17 August 2019
We had our final stroll around Oak Bluffs yesterday and then motor sailed to Edgartown. It was just an hour trip, so no big deal.
The only thing I remember about our previous trip to Etown was being on the bow with Gigi, waving frantically to Walter Cronkite and eating ice-cream at Mad Martha's ice-cream shop! Also, I remember the long bike ride to see the infamous Chappaquiddick bridge. I would love to hear Gigi's version of this trip! Gigi, are you reading this?
Yesterday was quiet here. Had to walk to a hardware store to get a part for Frank to make yet another repair. That was rather funny. First, Frank kept calling hardware stores asking for a "rivet gun". He was greeted with shocked silence. I believe these clerks thought he was a member of he NRA and almost hung up on him! Finally, he found someone who knew what a rivet gun was. When we were checking out, this young girl told Frank that she always wanted to know how those guns worked. She was absolutely fascinated as Frank told her, in detail how a rivet gun rivets!! I believe Frank would still be there talking to her if I hadn't intervened!! On the walk home we found a place to have a beer amidst the million of fudge and ice-cream shops. For the first time this trip, we have fog! Frank's working on a broken hatch and I have FINALLY caught up with this log!
16 August 2019
Final post on OB. In the latter part of the 1800s, a clever, wealthy individual who missed out on the cottage development, purchased a 70 acre waterfront sheep farm and developed it into a stunning park/green space. The land is lush and rolling. In the center is a lovely gazebo! On one side of the park, is the beach and views of Vineyard Sound. On the other side of the park are stunning, larger versions of the church cottages. These houses are a little bit more modernized and more people stay in these houses year round. I think I could do it!!!
15 August 2019
I can't say enough about Oak Bluffs. One thing that we noticed immediately upon coming ashore was...the number of African Americans here! It was absolutely striking, as quite honestly, New England is typically pretty...white. A couple of reasons for this. 1. During the whaling heydays of the 1860s, the boats would pick up crew in Cape Verde and the Azores. Nantucket has always been a very wealthy island and the sailors couldn't afford homes there, but would likely settle close by, in Oak Bluffs. Secondly, during and after the Civil War ("War of Northern Aggression", as they say in Charleston!), Oak Bluffs welcomed freed and/or escaped blacks. Anyway, it was wonderful to see the blending of races and cultures.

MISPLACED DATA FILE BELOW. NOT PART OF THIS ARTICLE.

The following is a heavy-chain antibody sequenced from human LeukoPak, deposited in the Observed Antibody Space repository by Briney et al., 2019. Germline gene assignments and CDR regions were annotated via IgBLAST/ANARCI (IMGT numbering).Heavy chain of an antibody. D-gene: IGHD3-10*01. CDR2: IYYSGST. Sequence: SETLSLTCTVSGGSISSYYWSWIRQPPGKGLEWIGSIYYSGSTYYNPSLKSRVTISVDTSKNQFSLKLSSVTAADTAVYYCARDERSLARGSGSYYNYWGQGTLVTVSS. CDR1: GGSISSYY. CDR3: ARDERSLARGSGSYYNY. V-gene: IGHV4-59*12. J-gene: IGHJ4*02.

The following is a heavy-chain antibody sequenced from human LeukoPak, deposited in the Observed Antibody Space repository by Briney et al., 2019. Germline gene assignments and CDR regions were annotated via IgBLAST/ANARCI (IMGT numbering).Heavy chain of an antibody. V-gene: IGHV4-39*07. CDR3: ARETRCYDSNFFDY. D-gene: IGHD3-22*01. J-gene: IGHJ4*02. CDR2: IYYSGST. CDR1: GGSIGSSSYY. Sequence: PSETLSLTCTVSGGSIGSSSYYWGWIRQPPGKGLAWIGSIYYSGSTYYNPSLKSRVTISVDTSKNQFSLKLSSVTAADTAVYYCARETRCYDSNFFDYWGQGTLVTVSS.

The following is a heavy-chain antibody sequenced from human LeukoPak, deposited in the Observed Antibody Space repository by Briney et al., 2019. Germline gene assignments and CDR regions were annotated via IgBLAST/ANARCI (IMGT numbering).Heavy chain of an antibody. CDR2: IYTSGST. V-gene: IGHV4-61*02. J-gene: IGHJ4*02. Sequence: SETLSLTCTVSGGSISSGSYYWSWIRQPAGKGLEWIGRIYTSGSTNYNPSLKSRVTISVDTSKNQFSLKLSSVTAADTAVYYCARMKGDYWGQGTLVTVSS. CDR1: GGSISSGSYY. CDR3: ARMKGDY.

14 August 2019
As I said yesterday, last night was Grand Illumination. And last night was the 150th anniversary of the event! Picture all of these lovely cottages lit up with beautiful paper lanterns and thousands of people strolling these small streets. It was just magical! We were very fortunate to have been invited to one of the cottages. Our next door neighbors in MT. PLEASANT have a summer home here! Karen Turner's parents bought one of these houses in the 1960s and she and her family have been coming here every summer since then. It was wonderful seeing them here and standing on their porch for a while - watching people, watching us!
13 August 2019
We had another great sail to the small community of Oak Bluffs. Once again, this is a place we visited 34 years ago. My lifelong friend, Gigi, was with us and we rode bikes from Edgartown to Oak Bluffs. We liked it then, but again, I don't remember it being as fabulous as we found it this time around.
A little unique history about Oak Bluffs...back in the mid 1800s some Methodist ministers from Edgartown found it as a revival spot for their church members. It was a campground initially, set around a huge (150' tall)"tabernacle", that seats 4,000. It was built out of steel, because that was cheaper than wood! It was guaranteed for 7 years! We gathered there Wednesday night for a patriotic sign along and annual "Grand Illumination Festival"!
Over the years, these campsites grew to become tiny, brightly painted, gingerbread houses. They all have the same 12' frontage, but some have been able to add on a bit. Even so, they're all very small. What they lack in size, they make up in charm. They're covered in intricate patterns of woodwork. The porches are filled with rockers and/or swings that are painted to match the home. The roads are shaded and filled with kids riding trikes and selling lemonade. It truly is like stepping back in time.
12 August 2019
August 12, 2019
Well, true to Thigpen form, today we rented bikes and explored the western point of the island. It was an incredible ride along a fabulous bike path. I believe it was about 6-7 miles to the end of the island and the tiny village of Madaket. We had a great lunch at the only restaurant there, Millie's and then went to the beach. We were both stunned! As we crossed over the dunes, it looked like we were looking at the Gulf of Mexico! We really couldn't believe how much it looked like Pensacola Beach. The sand wasn't as white, but the water was that same beautiful turquoise blue, just a wee bit colder!! The picture doesn't do it justice.